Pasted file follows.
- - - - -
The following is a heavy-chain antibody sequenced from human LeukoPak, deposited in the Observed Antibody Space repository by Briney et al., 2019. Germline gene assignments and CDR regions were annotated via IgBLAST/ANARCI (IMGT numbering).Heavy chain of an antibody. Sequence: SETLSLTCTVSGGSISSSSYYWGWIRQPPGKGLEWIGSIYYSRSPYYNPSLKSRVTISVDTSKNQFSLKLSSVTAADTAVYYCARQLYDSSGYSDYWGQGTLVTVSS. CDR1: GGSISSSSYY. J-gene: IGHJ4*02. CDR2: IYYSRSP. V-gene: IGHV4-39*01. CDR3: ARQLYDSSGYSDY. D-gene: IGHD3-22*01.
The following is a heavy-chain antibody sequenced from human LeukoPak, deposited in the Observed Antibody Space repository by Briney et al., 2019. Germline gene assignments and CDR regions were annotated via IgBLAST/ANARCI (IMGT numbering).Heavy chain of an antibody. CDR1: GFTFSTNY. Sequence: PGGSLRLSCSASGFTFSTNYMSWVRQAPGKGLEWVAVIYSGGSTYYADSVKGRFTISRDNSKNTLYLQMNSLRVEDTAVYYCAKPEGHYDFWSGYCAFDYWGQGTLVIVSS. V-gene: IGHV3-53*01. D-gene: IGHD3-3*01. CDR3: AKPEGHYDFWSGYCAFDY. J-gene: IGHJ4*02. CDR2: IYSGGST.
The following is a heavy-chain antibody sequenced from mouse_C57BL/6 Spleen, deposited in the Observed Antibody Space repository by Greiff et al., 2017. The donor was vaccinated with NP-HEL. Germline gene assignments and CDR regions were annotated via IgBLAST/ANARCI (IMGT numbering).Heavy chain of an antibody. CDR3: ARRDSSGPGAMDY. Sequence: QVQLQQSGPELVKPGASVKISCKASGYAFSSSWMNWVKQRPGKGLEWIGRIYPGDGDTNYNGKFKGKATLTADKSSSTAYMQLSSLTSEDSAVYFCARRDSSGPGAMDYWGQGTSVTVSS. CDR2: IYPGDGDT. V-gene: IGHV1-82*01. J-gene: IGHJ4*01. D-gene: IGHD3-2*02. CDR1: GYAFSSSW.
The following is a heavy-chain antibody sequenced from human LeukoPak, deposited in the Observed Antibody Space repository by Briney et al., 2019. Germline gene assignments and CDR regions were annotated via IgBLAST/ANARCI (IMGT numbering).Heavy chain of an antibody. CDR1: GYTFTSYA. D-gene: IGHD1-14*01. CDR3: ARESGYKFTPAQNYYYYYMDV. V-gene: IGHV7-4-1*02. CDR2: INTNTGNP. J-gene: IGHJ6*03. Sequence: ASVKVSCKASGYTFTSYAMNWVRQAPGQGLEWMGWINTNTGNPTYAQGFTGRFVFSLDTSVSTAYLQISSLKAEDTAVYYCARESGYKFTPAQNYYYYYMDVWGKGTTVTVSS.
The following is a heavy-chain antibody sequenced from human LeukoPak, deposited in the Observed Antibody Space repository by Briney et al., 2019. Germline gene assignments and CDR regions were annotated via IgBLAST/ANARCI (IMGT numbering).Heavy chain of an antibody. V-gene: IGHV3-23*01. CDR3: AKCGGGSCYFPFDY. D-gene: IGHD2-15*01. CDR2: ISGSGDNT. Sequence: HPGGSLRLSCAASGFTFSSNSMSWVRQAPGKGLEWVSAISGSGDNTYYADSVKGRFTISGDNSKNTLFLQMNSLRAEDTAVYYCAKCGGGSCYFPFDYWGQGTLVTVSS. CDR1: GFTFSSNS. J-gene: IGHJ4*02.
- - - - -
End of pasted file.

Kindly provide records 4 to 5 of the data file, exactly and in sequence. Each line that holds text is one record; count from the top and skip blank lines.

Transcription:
The following is a heavy-chain antibody sequenced from human LeukoPak, deposited in the Observed Antibody Space repository by Briney et al., 2019. Germline gene assignments and CDR regions were annotated via IgBLAST/ANARCI (IMGT numbering).Heavy chain of an antibody. CDR1: GYTFTSYA. D-gene: IGHD1-14*01. CDR3: ARESGYKFTPAQNYYYYYMDV. V-gene: IGHV7-4-1*02. CDR2: INTNTGNP. J-gene: IGHJ6*03. Sequence: ASVKVSCKASGYTFTSYAMNWVRQAPGQGLEWMGWINTNTGNPTYAQGFTGRFVFSLDTSVSTAYLQISSLKAEDTAVYYCARESGYKFTPAQNYYYYYMDVWGKGTTVTVSS.
The following is a heavy-chain antibody sequenced from human LeukoPak, deposited in the Observed Antibody Space repository by Briney et al., 2019. Germline gene assignments and CDR regions were annotated via IgBLAST/ANARCI (IMGT numbering).Heavy chain of an antibody. V-gene: IGHV3-23*01. CDR3: AKCGGGSCYFPFDY. D-gene: IGHD2-15*01. CDR2: ISGSGDNT. Sequence: HPGGSLRLSCAASGFTFSSNSMSWVRQAPGKGLEWVSAISGSGDNTYYADSVKGRFTISGDNSKNTLFLQMNSLRAEDTAVYYCAKCGGGSCYFPFDYWGQGTLVTVSS. CDR1: GFTFSSNS. J-gene: IGHJ4*02.